The reputation chain

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It’s now more than a decade since Nike’s supply chain came under intense scrutiny after it was revealed that workers in sub-contractors’ factories in Asia were working in “sweat-shop” conditions.

In 1997 there were reports of demonstrations against Nike in 85 cities in 13 countries.

Hardly the image that a sporting goods brand named after the Greek winged goddess of victory  wanted to project.

It moved quickly to put in place a series of initiatives to tackle the issue including independent monitoring of sub-contractors operations.

And it worked – since then Nike has become widely regarded as a leader in managing such supply chain issues.

So it was something of a shock last week to find “The Daily Mail” newspaper in London reporting: “Nike workers ‘kicked, slapped and verbally abused’ at factories making Converse”.

The allegations are focused on factories near Jakarta in Indonesia where workers said supervisors threw shoes at them, slapped them in the face, kicked them and called them dogs and pigs.

Nike responded by implementing a series of changes at the PT Amara and Pou Chen plants.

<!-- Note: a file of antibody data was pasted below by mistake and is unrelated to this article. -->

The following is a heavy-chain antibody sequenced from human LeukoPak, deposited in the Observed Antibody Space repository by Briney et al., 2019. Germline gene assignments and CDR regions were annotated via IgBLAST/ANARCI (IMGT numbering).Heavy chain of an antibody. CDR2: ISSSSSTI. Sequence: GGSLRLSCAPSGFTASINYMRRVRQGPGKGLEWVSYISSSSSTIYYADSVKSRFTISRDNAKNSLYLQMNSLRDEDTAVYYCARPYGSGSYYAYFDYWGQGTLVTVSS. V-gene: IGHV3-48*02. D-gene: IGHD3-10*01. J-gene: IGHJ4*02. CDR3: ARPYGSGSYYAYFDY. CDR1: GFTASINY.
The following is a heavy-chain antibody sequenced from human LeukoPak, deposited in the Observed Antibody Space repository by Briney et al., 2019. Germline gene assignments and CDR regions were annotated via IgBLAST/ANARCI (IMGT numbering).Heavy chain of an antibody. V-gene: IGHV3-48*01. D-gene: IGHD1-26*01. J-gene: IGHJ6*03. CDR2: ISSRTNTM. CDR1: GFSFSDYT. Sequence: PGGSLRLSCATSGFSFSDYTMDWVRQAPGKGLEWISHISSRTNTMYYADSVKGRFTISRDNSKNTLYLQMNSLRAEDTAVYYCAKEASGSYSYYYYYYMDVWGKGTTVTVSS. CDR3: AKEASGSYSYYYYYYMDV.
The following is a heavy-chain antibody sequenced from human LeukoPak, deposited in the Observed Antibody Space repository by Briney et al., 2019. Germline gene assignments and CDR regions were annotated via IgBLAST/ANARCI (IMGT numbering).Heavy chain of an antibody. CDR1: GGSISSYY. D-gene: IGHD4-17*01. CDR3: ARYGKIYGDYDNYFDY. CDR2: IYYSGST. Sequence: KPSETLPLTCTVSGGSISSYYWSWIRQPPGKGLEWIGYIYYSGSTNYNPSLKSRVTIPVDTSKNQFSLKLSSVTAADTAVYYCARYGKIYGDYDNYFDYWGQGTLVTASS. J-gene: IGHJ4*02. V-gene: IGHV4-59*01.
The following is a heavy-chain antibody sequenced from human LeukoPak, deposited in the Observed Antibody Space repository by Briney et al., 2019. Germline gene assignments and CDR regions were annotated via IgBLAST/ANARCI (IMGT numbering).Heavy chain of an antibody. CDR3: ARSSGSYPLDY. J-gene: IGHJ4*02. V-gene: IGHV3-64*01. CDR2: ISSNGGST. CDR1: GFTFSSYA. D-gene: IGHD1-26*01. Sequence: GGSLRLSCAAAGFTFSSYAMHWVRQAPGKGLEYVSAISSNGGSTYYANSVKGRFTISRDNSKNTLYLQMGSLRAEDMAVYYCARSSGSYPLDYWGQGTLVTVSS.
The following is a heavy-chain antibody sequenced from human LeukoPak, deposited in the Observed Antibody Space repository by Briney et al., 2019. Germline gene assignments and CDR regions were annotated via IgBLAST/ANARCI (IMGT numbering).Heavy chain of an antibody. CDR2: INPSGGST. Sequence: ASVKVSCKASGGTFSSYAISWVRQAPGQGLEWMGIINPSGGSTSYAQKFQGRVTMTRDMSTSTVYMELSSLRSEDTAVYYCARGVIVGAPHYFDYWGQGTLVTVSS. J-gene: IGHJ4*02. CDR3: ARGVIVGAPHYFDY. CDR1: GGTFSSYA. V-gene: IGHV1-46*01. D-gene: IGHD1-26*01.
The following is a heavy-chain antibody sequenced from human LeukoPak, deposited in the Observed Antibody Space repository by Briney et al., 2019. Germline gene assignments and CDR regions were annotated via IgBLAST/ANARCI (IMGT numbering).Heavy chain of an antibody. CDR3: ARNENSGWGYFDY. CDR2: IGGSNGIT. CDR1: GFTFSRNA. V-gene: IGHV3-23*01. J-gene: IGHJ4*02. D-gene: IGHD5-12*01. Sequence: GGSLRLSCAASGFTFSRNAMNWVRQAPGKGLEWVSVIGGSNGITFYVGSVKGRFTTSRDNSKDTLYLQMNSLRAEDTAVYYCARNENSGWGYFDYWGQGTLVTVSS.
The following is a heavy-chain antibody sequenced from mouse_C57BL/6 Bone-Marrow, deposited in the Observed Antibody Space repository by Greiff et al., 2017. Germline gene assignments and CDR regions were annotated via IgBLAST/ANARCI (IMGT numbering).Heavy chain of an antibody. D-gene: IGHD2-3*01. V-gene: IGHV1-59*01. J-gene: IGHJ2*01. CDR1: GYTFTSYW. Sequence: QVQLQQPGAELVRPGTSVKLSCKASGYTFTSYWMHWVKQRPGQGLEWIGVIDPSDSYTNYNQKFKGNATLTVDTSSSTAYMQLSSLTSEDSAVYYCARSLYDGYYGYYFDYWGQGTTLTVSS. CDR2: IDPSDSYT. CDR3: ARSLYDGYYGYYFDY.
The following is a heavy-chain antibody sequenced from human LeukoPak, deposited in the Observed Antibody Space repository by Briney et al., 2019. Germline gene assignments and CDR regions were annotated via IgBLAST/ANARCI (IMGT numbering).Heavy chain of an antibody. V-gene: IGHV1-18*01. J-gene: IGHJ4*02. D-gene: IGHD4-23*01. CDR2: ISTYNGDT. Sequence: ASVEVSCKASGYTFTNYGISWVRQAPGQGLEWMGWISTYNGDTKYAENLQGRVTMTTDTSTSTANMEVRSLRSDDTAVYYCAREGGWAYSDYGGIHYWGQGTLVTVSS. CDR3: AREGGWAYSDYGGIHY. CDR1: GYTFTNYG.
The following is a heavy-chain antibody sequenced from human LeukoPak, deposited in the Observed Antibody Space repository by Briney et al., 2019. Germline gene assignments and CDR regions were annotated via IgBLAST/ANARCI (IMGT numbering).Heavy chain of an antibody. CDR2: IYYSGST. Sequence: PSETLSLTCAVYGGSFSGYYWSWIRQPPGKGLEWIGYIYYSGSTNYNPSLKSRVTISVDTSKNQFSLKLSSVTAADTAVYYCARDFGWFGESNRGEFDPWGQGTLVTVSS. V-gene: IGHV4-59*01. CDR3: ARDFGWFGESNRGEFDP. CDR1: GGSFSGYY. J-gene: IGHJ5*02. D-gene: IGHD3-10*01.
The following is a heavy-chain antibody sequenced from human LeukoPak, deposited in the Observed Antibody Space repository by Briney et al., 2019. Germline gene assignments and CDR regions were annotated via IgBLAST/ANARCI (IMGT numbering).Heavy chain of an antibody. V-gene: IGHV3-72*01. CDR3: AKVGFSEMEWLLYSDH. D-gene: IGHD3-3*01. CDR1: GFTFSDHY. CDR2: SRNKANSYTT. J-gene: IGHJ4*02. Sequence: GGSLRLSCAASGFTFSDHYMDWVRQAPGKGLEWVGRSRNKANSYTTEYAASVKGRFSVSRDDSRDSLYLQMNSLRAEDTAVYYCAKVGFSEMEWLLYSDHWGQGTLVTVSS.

It said: “Nike Inc has made significant progress in its Nike brand supply chain and we will continue to accelerate the optimization of our affiliate supply chain. This includes – where possible – integration between factories producing affiliate branded product and those producing Nike-branded product, while aligning factories that exclusively supply affiliate brands to the standards outlined in the Nike Inc Code of Conduct.”

Nevertheless, what has been going on in the Converse supply chain can do Nike’s reputation no good – particularly as this is an organisation that everyone thought had dealt with these problems.

And it begs the question: how many other organisations could find similar issues lurking in their supply chains?

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